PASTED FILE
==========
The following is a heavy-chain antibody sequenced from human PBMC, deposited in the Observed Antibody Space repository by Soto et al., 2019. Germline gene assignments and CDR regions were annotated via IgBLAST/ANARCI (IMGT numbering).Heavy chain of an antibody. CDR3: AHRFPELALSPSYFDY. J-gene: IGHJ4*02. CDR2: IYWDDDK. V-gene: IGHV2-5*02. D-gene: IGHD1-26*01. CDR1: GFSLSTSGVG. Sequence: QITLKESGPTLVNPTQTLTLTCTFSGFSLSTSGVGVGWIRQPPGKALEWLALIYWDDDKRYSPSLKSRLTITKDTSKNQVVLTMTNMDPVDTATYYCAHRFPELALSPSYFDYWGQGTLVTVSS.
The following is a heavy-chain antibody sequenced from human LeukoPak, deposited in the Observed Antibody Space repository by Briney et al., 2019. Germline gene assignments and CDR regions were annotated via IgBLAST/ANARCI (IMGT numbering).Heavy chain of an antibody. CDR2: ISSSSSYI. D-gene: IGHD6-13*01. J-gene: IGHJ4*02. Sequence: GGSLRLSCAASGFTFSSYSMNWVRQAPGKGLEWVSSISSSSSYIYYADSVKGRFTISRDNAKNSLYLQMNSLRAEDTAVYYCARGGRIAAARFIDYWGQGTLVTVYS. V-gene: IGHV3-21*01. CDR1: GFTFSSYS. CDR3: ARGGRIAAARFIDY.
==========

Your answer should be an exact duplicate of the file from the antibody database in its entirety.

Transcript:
The following is a heavy-chain antibody sequenced from human PBMC, deposited in the Observed Antibody Space repository by Soto et al., 2019. Germline gene assignments and CDR regions were annotated via IgBLAST/ANARCI (IMGT numbering).Heavy chain of an antibody. CDR3: AHRFPELALSPSYFDY. J-gene: IGHJ4*02. CDR2: IYWDDDK. V-gene: IGHV2-5*02. D-gene: IGHD1-26*01. CDR1: GFSLSTSGVG. Sequence: QITLKESGPTLVNPTQTLTLTCTFSGFSLSTSGVGVGWIRQPPGKALEWLALIYWDDDKRYSPSLKSRLTITKDTSKNQVVLTMTNMDPVDTATYYCAHRFPELALSPSYFDYWGQGTLVTVSS.
The following is a heavy-chain antibody sequenced from human LeukoPak, deposited in the Observed Antibody Space repository by Briney et al., 2019. Germline gene assignments and CDR regions were annotated via IgBLAST/ANARCI (IMGT numbering).Heavy chain of an antibody. CDR2: ISSSSSYI. D-gene: IGHD6-13*01. J-gene: IGHJ4*02. Sequence: GGSLRLSCAASGFTFSSYSMNWVRQAPGKGLEWVSSISSSSSYIYYADSVKGRFTISRDNAKNSLYLQMNSLRAEDTAVYYCARGGRIAAARFIDYWGQGTLVTVYS. V-gene: IGHV3-21*01. CDR1: GFTFSSYS. CDR3: ARGGRIAAARFIDY.